If you haven’t been following the
dog-and-pony pony-and-dog show taking place on Mars the last couple of months, you might want to break out the telescope. Not that you’ll be able to see a car-sized rover or a toy-sized helicopter from millions of miles away. But you can see Mars itself, and then you can imagine “Percy” and “Ginny” sniffing around the red dirt and rocks up there. They’re just sampling things to see if Mars can roll out the welcome mat to humans someday.
The rover “Perseverance” is the pony in this show; “Ingenuity” the dog. I want to talk about the dog. Last July Percy hitched a nine-month ride to Mars, launching from Florida’s Cape Canaveral aboard a massive Atlas V rocket. Little Ginny hitched a ride on Percy; she the steadfast little soldier clinging to the rover’s underbelly. Considering Ginny measures only a few feet in all dimensions, it must’ve been a hang-on-for-dear-life E-ticket kind of adventure.
I’d love to make this a children’s story, but Ginny is anything but soft and cuddly. Have a look. She’s about as cute as a wasp. Consider Martian atmosphere is only 1/100th as dense as that of Earth, which means Ginny has virtually nothing to grab onto to sustain flight. But she whirls at five times the rate of a regular helicopter (2,400 rpm!), and then she rises. Product safety warning: don’t go anywhere near Ginny’s rotor blades.
Ten days ago Ginny lifted off Mars to a skyscraping height of ten feet. Then she hovered briefly before rotating about ninety degrees, kind of just observing the Mars-scape. Finally, she landed. The whole exercise lasted less than forty seconds. Big deal, right? Well, that little maneuver qualified Ginny as “the first powered controlled flight by an aircraft on a planet besides Earth”. Way to go, little wasp. You just reserved a spot in the Smithsonian after you return home.
When I picture Ginny clinging to the rover Percy, then hurtling through outer space for months on end, my middle-aged mind recalled the old Thunderbirds television show. Thunderbirds featured the Tracy family (marionettes!) and their fleet of wicked-cool space vehicles. The five Thunderbirds included a giant green supersonic carrier (“Thunderbird Two”), whose massive belly carried a yellow utility submersible (“Thunderbird Four”). Kind of like Percy carried Ginny. Trust me young(er) readers, Thunderbirds was awesome television in the 1960s… even if it was just puppets getting their strings pulled.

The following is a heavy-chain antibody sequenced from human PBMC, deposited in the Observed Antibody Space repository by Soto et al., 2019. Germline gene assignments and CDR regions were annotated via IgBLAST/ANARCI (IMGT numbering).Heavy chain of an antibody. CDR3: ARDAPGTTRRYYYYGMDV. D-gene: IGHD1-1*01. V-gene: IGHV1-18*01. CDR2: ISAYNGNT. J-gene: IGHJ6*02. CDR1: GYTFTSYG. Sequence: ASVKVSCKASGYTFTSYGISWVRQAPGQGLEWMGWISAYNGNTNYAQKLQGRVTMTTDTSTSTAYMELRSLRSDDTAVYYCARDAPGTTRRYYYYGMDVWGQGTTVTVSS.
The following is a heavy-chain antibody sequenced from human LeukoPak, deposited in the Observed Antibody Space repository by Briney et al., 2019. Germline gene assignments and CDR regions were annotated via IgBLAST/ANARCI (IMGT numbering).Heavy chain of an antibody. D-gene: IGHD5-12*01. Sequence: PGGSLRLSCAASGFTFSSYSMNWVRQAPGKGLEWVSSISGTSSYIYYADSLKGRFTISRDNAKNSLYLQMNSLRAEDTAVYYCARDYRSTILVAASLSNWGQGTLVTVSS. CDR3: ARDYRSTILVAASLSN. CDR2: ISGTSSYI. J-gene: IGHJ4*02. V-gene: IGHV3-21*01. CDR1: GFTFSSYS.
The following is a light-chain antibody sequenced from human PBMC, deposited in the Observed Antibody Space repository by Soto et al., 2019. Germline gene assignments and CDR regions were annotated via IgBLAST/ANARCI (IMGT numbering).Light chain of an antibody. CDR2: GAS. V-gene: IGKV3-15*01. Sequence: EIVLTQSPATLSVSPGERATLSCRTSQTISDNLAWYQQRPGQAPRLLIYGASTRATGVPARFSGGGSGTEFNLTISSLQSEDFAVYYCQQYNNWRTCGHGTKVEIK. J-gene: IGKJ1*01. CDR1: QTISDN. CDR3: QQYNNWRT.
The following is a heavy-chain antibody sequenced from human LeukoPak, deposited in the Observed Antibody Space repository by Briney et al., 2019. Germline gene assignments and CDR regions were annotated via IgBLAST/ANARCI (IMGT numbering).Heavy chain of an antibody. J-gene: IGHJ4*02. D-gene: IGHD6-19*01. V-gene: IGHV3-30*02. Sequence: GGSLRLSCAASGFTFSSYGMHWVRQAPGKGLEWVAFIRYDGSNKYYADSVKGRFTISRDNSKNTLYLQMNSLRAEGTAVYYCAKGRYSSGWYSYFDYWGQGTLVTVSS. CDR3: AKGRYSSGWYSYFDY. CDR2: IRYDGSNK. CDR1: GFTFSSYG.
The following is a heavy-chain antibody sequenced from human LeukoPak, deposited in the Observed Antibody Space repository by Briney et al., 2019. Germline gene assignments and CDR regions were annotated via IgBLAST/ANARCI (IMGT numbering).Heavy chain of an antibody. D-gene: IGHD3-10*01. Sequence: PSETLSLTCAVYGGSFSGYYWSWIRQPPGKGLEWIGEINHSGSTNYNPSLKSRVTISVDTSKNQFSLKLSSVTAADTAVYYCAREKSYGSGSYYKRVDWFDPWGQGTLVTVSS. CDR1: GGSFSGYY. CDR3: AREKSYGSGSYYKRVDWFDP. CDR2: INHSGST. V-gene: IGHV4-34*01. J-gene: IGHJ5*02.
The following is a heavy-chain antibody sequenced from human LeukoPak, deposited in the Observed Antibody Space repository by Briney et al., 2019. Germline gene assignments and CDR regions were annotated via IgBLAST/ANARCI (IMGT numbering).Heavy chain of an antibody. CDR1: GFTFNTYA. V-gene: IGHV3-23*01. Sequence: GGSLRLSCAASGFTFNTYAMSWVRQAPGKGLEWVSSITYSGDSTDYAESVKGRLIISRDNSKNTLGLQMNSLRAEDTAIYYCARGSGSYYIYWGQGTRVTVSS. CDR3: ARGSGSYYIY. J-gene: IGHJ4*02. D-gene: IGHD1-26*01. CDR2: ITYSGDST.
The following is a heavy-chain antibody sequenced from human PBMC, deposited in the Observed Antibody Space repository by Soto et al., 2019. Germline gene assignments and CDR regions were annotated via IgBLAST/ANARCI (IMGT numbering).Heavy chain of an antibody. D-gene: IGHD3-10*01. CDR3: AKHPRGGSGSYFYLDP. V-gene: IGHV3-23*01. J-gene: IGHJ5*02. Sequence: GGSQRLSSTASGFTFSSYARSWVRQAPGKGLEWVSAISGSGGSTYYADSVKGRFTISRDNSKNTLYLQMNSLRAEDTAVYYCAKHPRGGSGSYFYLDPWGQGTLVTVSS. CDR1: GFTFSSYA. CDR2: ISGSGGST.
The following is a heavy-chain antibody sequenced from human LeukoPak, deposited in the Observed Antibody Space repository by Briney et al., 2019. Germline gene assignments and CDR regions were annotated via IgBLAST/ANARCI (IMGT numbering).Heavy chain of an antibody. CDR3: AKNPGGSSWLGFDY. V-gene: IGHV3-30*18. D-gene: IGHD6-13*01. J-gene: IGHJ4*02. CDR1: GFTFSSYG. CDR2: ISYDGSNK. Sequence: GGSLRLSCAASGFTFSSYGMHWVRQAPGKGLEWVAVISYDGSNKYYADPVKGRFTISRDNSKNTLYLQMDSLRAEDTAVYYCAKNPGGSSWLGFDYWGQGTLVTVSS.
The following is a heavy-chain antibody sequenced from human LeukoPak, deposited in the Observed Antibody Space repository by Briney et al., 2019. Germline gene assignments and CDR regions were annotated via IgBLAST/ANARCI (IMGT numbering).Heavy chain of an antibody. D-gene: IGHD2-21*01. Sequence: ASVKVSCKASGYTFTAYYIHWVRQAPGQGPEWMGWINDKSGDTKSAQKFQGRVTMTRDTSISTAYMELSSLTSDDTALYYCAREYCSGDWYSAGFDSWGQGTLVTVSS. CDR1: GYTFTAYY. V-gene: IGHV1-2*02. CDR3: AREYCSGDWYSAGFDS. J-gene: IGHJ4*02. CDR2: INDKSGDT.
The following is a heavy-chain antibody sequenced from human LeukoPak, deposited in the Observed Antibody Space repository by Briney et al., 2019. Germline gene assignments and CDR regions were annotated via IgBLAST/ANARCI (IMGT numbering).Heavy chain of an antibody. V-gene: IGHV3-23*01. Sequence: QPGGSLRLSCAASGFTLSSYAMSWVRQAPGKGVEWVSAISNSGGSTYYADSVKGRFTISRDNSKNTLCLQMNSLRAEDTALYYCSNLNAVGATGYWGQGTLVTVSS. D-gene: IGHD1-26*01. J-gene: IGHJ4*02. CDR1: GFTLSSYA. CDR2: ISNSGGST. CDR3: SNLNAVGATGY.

I’ve ridden in a helicopter exactly once in my life, on our honeymoon over the Napali Coast on the Hawaiian island of Kauai. I turned to my bride mid-flight and probably uttered some not-so-nice words as I remembered how much I dislike heights. The glass of champagne beforehand certainly helped. For me, the fear has always been a toss-up between vertigo (physical) or the idea that terra firma is far, far below me (mental). No matter the reason, heights just aren’t my cup of tea.
My acrophobia probably goes back to my first ride on a Ferris Wheel, with adolescent nightmares of slipping through the metal lap bar and taking an unplanned skydive. Or ski lifts, where a little bit of fiddling with the lap bar latch could mean the end of everything. Parasailing? (No). Hang-gliding? (Never). Hot-air balloons? (Why even ask?). Sorry – airplanes aside, and only the bigger ones mind you – I prefer my thrills securely grounded.
For all the recent broadcast news on Percy and Ginny, I can’t seem to find the part of the story where Ginny returns to Percy, who then returns to the Atlas V rocket, who then returns to Earth. I’m looking for the part about splashdowns and photo ops and ticker-tape parades – the happy-ending kind of stuff. My earlier comment about a spot in the Smithsonian may have been a little premature (can you say, “Ginny replica”?). Note to reader: if you do decide to make this a children’s story you might want to edit things a bit. Just say our little pony and dog are now asleep on Mars, waiting for their human friends to get there someday. It sounds much better than, “we just left them there”.
Some content sourced from Wikipedia, “the free encyclopedia”.